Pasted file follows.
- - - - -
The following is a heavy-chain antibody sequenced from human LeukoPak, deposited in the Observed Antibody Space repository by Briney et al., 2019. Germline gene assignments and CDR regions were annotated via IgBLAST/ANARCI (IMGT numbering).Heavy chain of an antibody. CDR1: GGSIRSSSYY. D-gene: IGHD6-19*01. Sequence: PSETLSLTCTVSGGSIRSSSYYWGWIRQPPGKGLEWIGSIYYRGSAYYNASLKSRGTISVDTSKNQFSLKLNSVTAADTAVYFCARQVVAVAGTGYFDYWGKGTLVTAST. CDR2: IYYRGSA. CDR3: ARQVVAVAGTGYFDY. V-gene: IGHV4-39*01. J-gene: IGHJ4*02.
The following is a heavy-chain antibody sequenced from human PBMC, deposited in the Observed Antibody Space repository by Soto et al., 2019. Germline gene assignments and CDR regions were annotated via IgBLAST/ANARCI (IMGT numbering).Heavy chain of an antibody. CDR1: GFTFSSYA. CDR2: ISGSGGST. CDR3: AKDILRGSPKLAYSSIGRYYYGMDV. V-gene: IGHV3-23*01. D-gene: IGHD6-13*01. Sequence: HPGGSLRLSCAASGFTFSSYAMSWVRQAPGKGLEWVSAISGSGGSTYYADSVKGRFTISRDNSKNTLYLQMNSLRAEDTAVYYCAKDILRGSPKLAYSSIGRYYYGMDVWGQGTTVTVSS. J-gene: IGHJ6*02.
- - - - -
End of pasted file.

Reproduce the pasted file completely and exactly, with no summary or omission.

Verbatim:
The following is a heavy-chain antibody sequenced from human LeukoPak, deposited in the Observed Antibody Space repository by Briney et al., 2019. Germline gene assignments and CDR regions were annotated via IgBLAST/ANARCI (IMGT numbering).Heavy chain of an antibody. CDR1: GGSIRSSSYY. D-gene: IGHD6-19*01. Sequence: PSETLSLTCTVSGGSIRSSSYYWGWIRQPPGKGLEWIGSIYYRGSAYYNASLKSRGTISVDTSKNQFSLKLNSVTAADTAVYFCARQVVAVAGTGYFDYWGKGTLVTAST. CDR2: IYYRGSA. CDR3: ARQVVAVAGTGYFDY. V-gene: IGHV4-39*01. J-gene: IGHJ4*02.
The following is a heavy-chain antibody sequenced from human PBMC, deposited in the Observed Antibody Space repository by Soto et al., 2019. Germline gene assignments and CDR regions were annotated via IgBLAST/ANARCI (IMGT numbering).Heavy chain of an antibody. CDR1: GFTFSSYA. CDR2: ISGSGGST. CDR3: AKDILRGSPKLAYSSIGRYYYGMDV. V-gene: IGHV3-23*01. D-gene: IGHD6-13*01. Sequence: HPGGSLRLSCAASGFTFSSYAMSWVRQAPGKGLEWVSAISGSGGSTYYADSVKGRFTISRDNSKNTLYLQMNSLRAEDTAVYYCAKDILRGSPKLAYSSIGRYYYGMDVWGQGTTVTVSS. J-gene: IGHJ6*02.